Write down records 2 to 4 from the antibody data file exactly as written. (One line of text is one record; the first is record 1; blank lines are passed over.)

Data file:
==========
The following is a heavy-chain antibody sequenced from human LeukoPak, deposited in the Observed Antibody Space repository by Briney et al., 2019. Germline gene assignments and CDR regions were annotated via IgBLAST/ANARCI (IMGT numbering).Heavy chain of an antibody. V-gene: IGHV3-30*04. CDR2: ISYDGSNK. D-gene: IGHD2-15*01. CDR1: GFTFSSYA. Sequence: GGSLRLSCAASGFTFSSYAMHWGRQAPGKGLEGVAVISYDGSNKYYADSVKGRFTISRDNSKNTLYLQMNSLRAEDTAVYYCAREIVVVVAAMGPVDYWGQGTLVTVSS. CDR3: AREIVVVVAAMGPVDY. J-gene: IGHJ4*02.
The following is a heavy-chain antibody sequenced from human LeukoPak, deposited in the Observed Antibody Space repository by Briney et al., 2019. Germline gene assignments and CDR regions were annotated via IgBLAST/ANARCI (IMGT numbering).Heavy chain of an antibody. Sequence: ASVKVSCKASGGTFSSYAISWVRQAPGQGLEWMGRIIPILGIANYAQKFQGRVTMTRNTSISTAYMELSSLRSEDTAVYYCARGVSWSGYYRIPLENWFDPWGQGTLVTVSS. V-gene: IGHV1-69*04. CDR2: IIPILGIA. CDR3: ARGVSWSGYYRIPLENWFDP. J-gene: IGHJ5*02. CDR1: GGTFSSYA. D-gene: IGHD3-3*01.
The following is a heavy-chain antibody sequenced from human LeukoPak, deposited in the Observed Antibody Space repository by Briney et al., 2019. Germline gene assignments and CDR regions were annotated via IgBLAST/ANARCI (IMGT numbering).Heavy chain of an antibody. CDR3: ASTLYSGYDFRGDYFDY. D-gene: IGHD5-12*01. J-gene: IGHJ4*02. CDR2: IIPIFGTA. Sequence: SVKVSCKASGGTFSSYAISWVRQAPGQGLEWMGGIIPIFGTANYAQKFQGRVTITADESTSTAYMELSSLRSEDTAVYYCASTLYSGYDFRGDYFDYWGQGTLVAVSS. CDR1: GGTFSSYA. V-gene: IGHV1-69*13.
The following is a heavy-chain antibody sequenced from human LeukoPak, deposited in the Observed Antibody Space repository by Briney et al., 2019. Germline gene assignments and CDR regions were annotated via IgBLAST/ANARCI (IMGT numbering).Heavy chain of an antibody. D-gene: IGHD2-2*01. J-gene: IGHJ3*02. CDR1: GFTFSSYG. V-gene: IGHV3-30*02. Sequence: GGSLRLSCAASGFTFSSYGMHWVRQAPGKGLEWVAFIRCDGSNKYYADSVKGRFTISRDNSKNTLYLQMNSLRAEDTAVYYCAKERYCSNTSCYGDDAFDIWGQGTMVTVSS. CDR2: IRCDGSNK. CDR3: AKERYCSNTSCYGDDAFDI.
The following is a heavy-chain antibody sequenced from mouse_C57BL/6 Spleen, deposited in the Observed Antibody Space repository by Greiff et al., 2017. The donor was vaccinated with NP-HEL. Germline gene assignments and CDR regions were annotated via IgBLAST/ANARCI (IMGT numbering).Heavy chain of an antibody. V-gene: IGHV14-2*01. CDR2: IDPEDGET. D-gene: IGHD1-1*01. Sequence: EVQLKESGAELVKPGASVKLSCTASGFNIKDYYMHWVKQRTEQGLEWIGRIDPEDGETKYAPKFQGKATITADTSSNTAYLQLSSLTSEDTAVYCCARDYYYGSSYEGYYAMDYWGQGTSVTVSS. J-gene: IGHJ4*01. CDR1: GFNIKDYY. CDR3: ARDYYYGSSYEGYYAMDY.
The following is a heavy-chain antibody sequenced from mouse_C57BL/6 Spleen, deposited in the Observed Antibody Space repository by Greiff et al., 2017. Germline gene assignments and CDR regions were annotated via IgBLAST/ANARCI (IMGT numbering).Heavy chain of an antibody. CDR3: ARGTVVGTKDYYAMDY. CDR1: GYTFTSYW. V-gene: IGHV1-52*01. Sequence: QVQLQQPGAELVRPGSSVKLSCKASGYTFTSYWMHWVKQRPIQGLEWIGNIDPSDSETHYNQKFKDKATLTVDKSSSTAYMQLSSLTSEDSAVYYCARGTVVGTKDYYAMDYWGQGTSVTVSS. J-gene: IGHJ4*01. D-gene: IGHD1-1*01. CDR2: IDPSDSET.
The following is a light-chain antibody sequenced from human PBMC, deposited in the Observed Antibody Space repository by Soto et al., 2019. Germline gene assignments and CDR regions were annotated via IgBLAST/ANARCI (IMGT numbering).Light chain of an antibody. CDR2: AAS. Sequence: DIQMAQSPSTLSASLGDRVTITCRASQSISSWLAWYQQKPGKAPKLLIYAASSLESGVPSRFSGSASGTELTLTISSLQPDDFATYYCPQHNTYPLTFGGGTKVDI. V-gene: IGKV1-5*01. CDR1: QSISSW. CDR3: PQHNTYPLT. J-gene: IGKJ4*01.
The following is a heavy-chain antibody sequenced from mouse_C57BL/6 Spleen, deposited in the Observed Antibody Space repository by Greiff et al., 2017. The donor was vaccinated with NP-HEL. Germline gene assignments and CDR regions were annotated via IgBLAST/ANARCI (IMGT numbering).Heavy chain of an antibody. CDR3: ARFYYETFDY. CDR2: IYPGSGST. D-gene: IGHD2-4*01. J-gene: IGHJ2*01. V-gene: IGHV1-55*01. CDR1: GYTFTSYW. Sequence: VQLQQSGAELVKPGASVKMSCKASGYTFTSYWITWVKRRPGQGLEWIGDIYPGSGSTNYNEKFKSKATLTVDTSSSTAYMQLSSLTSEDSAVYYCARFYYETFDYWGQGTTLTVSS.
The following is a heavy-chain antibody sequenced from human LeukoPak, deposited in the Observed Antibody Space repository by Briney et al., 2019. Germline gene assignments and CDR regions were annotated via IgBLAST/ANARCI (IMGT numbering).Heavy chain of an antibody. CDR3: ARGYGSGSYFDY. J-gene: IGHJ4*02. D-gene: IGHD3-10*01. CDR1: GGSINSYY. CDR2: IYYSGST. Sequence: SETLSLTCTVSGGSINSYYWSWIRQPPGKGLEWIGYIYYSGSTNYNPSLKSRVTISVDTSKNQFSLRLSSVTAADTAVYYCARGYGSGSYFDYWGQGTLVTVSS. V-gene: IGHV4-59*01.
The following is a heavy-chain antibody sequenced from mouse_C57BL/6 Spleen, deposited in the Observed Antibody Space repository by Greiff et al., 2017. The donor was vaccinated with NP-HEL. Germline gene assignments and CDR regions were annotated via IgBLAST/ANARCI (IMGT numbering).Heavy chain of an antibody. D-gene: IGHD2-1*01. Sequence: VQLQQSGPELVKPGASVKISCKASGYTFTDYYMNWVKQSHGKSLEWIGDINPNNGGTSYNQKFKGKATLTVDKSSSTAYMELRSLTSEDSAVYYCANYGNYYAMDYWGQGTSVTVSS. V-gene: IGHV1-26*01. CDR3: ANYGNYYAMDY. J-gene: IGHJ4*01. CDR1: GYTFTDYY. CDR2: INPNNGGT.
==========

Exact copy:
The following is a heavy-chain antibody sequenced from human LeukoPak, deposited in the Observed Antibody Space repository by Briney et al., 2019. Germline gene assignments and CDR regions were annotated via IgBLAST/ANARCI (IMGT numbering).Heavy chain of an antibody. Sequence: ASVKVSCKASGGTFSSYAISWVRQAPGQGLEWMGRIIPILGIANYAQKFQGRVTMTRNTSISTAYMELSSLRSEDTAVYYCARGVSWSGYYRIPLENWFDPWGQGTLVTVSS. V-gene: IGHV1-69*04. CDR2: IIPILGIA. CDR3: ARGVSWSGYYRIPLENWFDP. J-gene: IGHJ5*02. CDR1: GGTFSSYA. D-gene: IGHD3-3*01.
The following is a heavy-chain antibody sequenced from human LeukoPak, deposited in the Observed Antibody Space repository by Briney et al., 2019. Germline gene assignments and CDR regions were annotated via IgBLAST/ANARCI (IMGT numbering).Heavy chain of an antibody. CDR3: ASTLYSGYDFRGDYFDY. D-gene: IGHD5-12*01. J-gene: IGHJ4*02. CDR2: IIPIFGTA. Sequence: SVKVSCKASGGTFSSYAISWVRQAPGQGLEWMGGIIPIFGTANYAQKFQGRVTITADESTSTAYMELSSLRSEDTAVYYCASTLYSGYDFRGDYFDYWGQGTLVAVSS. CDR1: GGTFSSYA. V-gene: IGHV1-69*13.
The following is a heavy-chain antibody sequenced from human LeukoPak, deposited in the Observed Antibody Space repository by Briney et al., 2019. Germline gene assignments and CDR regions were annotated via IgBLAST/ANARCI (IMGT numbering).Heavy chain of an antibody. D-gene: IGHD2-2*01. J-gene: IGHJ3*02. CDR1: GFTFSSYG. V-gene: IGHV3-30*02. Sequence: GGSLRLSCAASGFTFSSYGMHWVRQAPGKGLEWVAFIRCDGSNKYYADSVKGRFTISRDNSKNTLYLQMNSLRAEDTAVYYCAKERYCSNTSCYGDDAFDIWGQGTMVTVSS. CDR2: IRCDGSNK. CDR3: AKERYCSNTSCYGDDAFDI.